Announcement

Collapse
No announcement yet.

Twist drill vs spade tipped drill - for holes larger than say 1 inch dia?

Collapse
X
 
  • Filter
  • Time
  • Show
Clear All
new posts

  • Twist drill vs spade tipped drill - for holes larger than say 1 inch dia?

    I have frequently seen spade drill bit holders and drill bit tips, both carbide and HSS tips at auction. Here is an example of a spade drill tip: https://perfcarb.com/products/spade-...-spade-drills/

    I have a set of MT twist drills by 64th up to 1 inch. Above that I have a few misc twist drills - nothing much over 1.3 inch in dia. I have never seen a hole being drilled in metal using a spade drill. Occasionally I need to drill a large hole prior to boring the hole to size. It can be quite slow to open up a 1.3 inch dia hole to 2.2 inch dia using a boring bar. Does a spade drill require much greater power / force to push the drill into the work?
    Metro Detroit

  • #2
    Just on cost alone I'd opt for the spade bit option. Once we get over 1" the twist drill cost rises at an alarming rate.
    Chilliwack BC, Canada

    Comment


    • #3
      On larger holes I usually use a hole saw then bore it from there. Hole saws can be quite slow, specially in thicker material because you have keep stopping to clear the cuttings from the teeth.
      Larry - west coast of Canada

      Comment


      • #4
        Spade drills definitely require more horsepower than standard drills. If you have trouble opening up a
        small bore like that I doubt that a spade drill would be very effective.

        I have a small but fairly robust lathe (13x40, 4 HP, 3400 lbs.) and, as long as the hole was less than
        about 3" deep I could rough out a bore of that size in two passes. Drill to 1-1/4" and make two roughing
        passes about .200" deep to get within finishing range.

        I could probably run a small spade drill on my machine but they're expensive and, for the relatively small
        number of holes I drill, I couldn't justify the cost...
        Keith
        __________________________
        Just one project too many--that's what finally got him...

        Comment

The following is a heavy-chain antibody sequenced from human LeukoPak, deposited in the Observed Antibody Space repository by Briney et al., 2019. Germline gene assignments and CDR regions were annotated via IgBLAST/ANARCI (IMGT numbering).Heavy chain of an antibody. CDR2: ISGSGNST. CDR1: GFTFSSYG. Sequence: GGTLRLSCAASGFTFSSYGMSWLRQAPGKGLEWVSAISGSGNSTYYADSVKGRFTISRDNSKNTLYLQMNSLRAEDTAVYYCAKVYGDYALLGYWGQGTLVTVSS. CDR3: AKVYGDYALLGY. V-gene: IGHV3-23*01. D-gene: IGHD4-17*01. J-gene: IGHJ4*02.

• #5
          Originally posted by Cuttings View Post
          On larger holes I usually use a hole saw then bore it from there. Hole saws can be quite slow, specially in thicker material because you have keep stopping to clear the cuttings from the teeth.
          If you want to go that route get yourself some annular cutters. They work very well, require relatively
          low horsepower and clear chips well. They are more expensive than hole saws but for lots of
          applications they will finish close enough to size that you don't need to touch the hole with anything
          else.

          New, sharp hole saws actually cut pretty quickly but you need to turn them slow and flood them with
          coolant to get the best performance...
          Keith
          __________________________
          Just one project too many--that's what finally got him...

          Comment


          • #6
            Another vote for an annular cutter. Up to about 1.5 inches I know they aren't horrifically expensive, $20-30 for something serviceable. Only downside is annular cutters are depth-limited, so if you need to go deeper than 2 inches that's a problem

            Comment


            • #7
              My own practice to date for anything bigger than 1" is to drill to 1" and then bore it in which ever machine is used for the 1" hole. So boring bar in the lathe or boring head in the mill.

              Which reminds me that I wanted to make a boring bar for my boring head that uses both of the holes for better stiffness. The goal being heavier cuts for things like you're talking about here.
              Chilliwack BC, Canada

              Comment


              • #8
                Originally posted by aribert View Post
                .................................................. ........... Does a spade drill require much greater power / force to push the drill into the work?
                Yes, Absolutely, but it is also the cheapest way to drill large holes because you basically are only buying the tip of the drill
                Also the spade drills are easier to sharpen. We regularly drilled 4 to 5 inch diameter holes in 4140 forgings in one pass. It was done on Lathes that had 25 to 50 HP and lots of coolant. Look at the length (?) of the cut edge and that gives you an idea of the HP required along with the feed rate
                . In metal work calculations, it takes about one HP to remove one cubic inch of steel per minute
                Also before you jump on doing it, you better look at the Tailstock taper and whether it can hold against the torque forces in Spade Drilling which are very high .
                Rich
                Green Bay, WI

                Comment